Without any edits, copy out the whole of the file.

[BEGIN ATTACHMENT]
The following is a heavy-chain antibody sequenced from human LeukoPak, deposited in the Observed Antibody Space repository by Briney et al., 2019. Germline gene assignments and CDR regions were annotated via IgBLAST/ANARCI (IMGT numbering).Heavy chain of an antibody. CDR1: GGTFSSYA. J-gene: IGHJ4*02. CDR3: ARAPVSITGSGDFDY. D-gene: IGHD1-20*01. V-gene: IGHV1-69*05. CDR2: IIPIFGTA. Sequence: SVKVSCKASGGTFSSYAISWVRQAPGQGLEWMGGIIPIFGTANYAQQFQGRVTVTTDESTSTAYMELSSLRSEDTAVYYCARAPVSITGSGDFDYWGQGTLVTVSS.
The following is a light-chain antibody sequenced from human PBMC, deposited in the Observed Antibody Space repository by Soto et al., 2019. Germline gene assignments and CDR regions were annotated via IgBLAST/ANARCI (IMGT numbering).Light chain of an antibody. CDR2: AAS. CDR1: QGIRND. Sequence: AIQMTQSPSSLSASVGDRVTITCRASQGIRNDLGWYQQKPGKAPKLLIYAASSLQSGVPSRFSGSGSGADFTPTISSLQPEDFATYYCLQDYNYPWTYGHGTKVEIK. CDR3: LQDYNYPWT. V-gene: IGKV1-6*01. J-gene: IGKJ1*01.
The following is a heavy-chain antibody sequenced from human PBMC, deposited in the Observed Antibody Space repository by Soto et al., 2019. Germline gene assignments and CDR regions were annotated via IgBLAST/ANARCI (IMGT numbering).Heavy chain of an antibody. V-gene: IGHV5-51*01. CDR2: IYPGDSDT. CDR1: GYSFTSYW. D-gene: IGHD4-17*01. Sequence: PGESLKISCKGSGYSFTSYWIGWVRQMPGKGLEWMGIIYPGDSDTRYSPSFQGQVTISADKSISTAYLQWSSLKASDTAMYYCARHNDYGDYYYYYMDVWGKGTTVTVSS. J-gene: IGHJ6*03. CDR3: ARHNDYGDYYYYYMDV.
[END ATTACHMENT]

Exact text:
The following is a heavy-chain antibody sequenced from human LeukoPak, deposited in the Observed Antibody Space repository by Briney et al., 2019. Germline gene assignments and CDR regions were annotated via IgBLAST/ANARCI (IMGT numbering).Heavy chain of an antibody. CDR1: GGTFSSYA. J-gene: IGHJ4*02. CDR3: ARAPVSITGSGDFDY. D-gene: IGHD1-20*01. V-gene: IGHV1-69*05. CDR2: IIPIFGTA. Sequence: SVKVSCKASGGTFSSYAISWVRQAPGQGLEWMGGIIPIFGTANYAQQFQGRVTVTTDESTSTAYMELSSLRSEDTAVYYCARAPVSITGSGDFDYWGQGTLVTVSS.
The following is a light-chain antibody sequenced from human PBMC, deposited in the Observed Antibody Space repository by Soto et al., 2019. Germline gene assignments and CDR regions were annotated via IgBLAST/ANARCI (IMGT numbering).Light chain of an antibody. CDR2: AAS. CDR1: QGIRND. Sequence: AIQMTQSPSSLSASVGDRVTITCRASQGIRNDLGWYQQKPGKAPKLLIYAASSLQSGVPSRFSGSGSGADFTPTISSLQPEDFATYYCLQDYNYPWTYGHGTKVEIK. CDR3: LQDYNYPWT. V-gene: IGKV1-6*01. J-gene: IGKJ1*01.
The following is a heavy-chain antibody sequenced from human PBMC, deposited in the Observed Antibody Space repository by Soto et al., 2019. Germline gene assignments and CDR regions were annotated via IgBLAST/ANARCI (IMGT numbering).Heavy chain of an antibody. V-gene: IGHV5-51*01. CDR2: IYPGDSDT. CDR1: GYSFTSYW. D-gene: IGHD4-17*01. Sequence: PGESLKISCKGSGYSFTSYWIGWVRQMPGKGLEWMGIIYPGDSDTRYSPSFQGQVTISADKSISTAYLQWSSLKASDTAMYYCARHNDYGDYYYYYMDVWGKGTTVTVSS. J-gene: IGHJ6*03. CDR3: ARHNDYGDYYYYYMDV.